How to Make Your Clothes Last Longer

From Juliette Donatelli:

Clothes that last for a good long time mean less wear and tear on the environment and serious budget savings. Taking care of good-quality clothes from responsible manufacturers means that you will be able to get maximum value from them over time and use much less energy for washing and drying. Whether its a new dress you want to keep forever, or your vintage or special pieces, the laundry ideas below are key. When it comes to fashion, one of the smartest moves—for your style and your impact—is making it last. Here’s how. 

1. Cold treatment

2. Hanging ‘em out

3. The handy job

4. Freeze your jeans

Yes, that’s right—freeze those baby blues because in this case, washing is optional. Some denim experts say it’s the only way to go with a great pair of jeans (that is if you aren’t using them as work-jeans). How to? Fold the jeans nicely, place them in a gallon-sized ziplock bag (or paper bag will work too) and leave them in the freezer for about a week. The freezing temperature kills off any bacteria or living microbes on the jeans (which is what can make them smell). Defrost, hang out in the sun, and voila, fresh jeans! And no washing means you can keep them perfectly broken in.

5. Vodka spray

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  • Phil Miller

    The freezing temperature kills off any bacteria or living microbes on
    the jeans (which is what can make them smell). Defrost, hang out in the
    sun, and voila, fresh jeans!

    Freezing generally doesn’t kill bacteria… It may kill some, but for many it just slows their rate of growth. There probably aren’t a whole lot of bacteria living on your jeans anyway.

    But I’m not really concerned if people want to freeze their jeans or not. I’m more concerned that people read a statement like the one above and get the idea that freezing food will kill foodborne pathogens. It will not.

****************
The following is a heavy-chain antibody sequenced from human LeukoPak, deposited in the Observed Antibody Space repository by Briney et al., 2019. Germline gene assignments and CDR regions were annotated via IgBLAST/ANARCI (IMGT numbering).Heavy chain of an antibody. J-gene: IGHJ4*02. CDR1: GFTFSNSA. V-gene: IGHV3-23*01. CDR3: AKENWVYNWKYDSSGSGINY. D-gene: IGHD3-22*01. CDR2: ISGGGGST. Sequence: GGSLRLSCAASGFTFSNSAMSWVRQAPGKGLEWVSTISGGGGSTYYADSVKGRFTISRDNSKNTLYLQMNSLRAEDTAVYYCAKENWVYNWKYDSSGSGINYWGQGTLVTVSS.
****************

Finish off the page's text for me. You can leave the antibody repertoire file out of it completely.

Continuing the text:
• Susan_G1

    Science… so misunderstood. Remember the recent foodborne illness caused by frozen berries?

    To be fair, slow freezing does kill off some pathogens through evaporation (lose the plastic bag) and ice crystal formation. But pathogens aren’t why we usually wash our clothes (except for dishcloths, underwear, etc.).

    We wash our clothes because they become dirty. Soiled. Stinky. Dirt, odors, etc., are molecules in/on the fabric that have a lipophilic component. Soaps and detergents make lipophilic molecules hydrophilic, therefore coming off the fabric in water. Brushing clothes and airing them out will help to some degree, not at all to another.

    Maybe this particular not-yet-myth comes from the fact that freezing flour/grains will kill weevil eggs?

  • Yes, reading the whole post makes it seem that the author is a bit of a germophobe who sees cleaning largely as a way to remove germs. None of the suggestions seem to be based on any evidence so I wonder about the usefulness of the whole article. Do dryers really shorten the lifetime of clothes, and does vodka really prolong it?

  • Susan_G1

    That’s another misunderstanding. Clothes that are washed get roughed up. The dryer simply collects the loosened bits as lint. It’s not tumbling in the dryer that wears down clothes.

    Try tumbling clean, dried clothes for an extra cycle after removing the lint. No new lint.

    Do you have an opinion on why people are so willing to ignore incorporating what they’ve read, heard, and experienced into a cohesive whole? It seems people will believe almost anything they see on the Internet.

  • “Do you have an opinion…”

    It’s something that fascinates me but I don’t think there are easy answers. I’ve learned a lot from Kathryn Schulz’s Being Wrong: Adventures in the Margin of Error, and Farhad Manjoo’s True Enough: Learning to Live in a Post-Fact Society The issue is more than just believing what’s on the Internet, going all the way to how and why we believe anything at all and why we’re so slow to change beliefs. But yes, why are we so quick to pick up random, new beliefs like that spraying clothes with vodka will prolong their lives? Don’t know.

  • Sally

    The problem is that jeans stretch out so much that if you don’t wash them, sometimes they are 1-2 sizes too big. Have to wash them to shrink them back.

  • Susan_G1

    thanks for the very thoughtful recommendations (Looked at them on amazon and they look very interesting)! I am clueless; maybe these will help. (“Being Wrong: Adventures in the Margin of Error” is a wonderful title. 🙂 )